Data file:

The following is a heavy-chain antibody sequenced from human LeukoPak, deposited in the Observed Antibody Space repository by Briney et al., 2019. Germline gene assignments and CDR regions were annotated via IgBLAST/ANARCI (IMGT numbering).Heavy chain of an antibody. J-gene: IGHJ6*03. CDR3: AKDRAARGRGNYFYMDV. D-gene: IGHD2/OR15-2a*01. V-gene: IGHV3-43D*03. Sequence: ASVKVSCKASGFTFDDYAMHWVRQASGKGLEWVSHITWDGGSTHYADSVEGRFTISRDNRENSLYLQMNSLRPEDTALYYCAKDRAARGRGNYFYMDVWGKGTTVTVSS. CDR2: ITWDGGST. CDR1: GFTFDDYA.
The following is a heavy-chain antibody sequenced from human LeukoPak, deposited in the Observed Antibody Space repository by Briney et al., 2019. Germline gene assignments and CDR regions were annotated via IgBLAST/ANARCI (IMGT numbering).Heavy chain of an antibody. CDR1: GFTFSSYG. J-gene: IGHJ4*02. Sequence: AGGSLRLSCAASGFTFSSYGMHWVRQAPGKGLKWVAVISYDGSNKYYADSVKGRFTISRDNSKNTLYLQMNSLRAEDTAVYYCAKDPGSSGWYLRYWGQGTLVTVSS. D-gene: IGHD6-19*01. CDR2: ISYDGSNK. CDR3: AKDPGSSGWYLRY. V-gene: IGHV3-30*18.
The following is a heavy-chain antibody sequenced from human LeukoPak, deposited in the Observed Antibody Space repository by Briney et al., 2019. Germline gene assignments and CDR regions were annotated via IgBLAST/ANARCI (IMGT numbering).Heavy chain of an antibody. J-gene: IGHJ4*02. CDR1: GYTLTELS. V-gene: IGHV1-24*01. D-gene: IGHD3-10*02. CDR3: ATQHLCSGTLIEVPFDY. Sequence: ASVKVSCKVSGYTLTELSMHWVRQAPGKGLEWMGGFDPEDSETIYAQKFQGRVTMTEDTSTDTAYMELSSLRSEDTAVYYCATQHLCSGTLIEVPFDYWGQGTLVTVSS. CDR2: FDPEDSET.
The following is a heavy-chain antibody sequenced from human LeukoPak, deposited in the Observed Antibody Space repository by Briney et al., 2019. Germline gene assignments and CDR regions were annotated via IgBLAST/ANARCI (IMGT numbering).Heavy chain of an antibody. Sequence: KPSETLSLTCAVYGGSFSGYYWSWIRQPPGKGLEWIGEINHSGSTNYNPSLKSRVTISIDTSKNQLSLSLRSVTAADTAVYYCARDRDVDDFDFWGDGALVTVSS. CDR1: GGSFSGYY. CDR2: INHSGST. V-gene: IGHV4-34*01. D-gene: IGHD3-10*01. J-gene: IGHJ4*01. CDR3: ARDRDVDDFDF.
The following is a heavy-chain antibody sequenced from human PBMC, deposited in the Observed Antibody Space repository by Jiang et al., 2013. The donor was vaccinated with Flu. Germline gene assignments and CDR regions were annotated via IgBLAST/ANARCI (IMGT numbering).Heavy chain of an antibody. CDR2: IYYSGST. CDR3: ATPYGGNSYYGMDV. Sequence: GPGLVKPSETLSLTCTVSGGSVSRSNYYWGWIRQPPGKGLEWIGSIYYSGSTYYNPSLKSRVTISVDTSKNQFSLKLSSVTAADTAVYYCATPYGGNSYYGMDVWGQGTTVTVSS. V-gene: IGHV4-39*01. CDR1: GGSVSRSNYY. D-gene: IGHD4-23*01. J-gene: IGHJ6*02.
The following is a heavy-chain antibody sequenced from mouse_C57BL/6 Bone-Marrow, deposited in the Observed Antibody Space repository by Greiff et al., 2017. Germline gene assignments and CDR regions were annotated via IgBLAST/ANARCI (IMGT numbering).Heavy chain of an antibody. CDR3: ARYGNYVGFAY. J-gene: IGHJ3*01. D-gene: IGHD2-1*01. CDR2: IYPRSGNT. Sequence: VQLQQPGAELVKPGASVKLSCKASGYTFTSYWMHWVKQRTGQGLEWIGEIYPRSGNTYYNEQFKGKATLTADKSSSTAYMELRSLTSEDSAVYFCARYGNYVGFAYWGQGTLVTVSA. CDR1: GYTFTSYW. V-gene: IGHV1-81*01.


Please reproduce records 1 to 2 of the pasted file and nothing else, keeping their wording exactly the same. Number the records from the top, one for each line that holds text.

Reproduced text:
The following is a heavy-chain antibody sequenced from human LeukoPak, deposited in the Observed Antibody Space repository by Briney et al., 2019. Germline gene assignments and CDR regions were annotated via IgBLAST/ANARCI (IMGT numbering).Heavy chain of an antibody. J-gene: IGHJ6*03. CDR3: AKDRAARGRGNYFYMDV. D-gene: IGHD2/OR15-2a*01. V-gene: IGHV3-43D*03. Sequence: ASVKVSCKASGFTFDDYAMHWVRQASGKGLEWVSHITWDGGSTHYADSVEGRFTISRDNRENSLYLQMNSLRPEDTALYYCAKDRAARGRGNYFYMDVWGKGTTVTVSS. CDR2: ITWDGGST. CDR1: GFTFDDYA.
The following is a heavy-chain antibody sequenced from human LeukoPak, deposited in the Observed Antibody Space repository by Briney et al., 2019. Germline gene assignments and CDR regions were annotated via IgBLAST/ANARCI (IMGT numbering).Heavy chain of an antibody. CDR1: GFTFSSYG. J-gene: IGHJ4*02. Sequence: AGGSLRLSCAASGFTFSSYGMHWVRQAPGKGLKWVAVISYDGSNKYYADSVKGRFTISRDNSKNTLYLQMNSLRAEDTAVYYCAKDPGSSGWYLRYWGQGTLVTVSS. D-gene: IGHD6-19*01. CDR2: ISYDGSNK. CDR3: AKDPGSSGWYLRY. V-gene: IGHV3-30*18.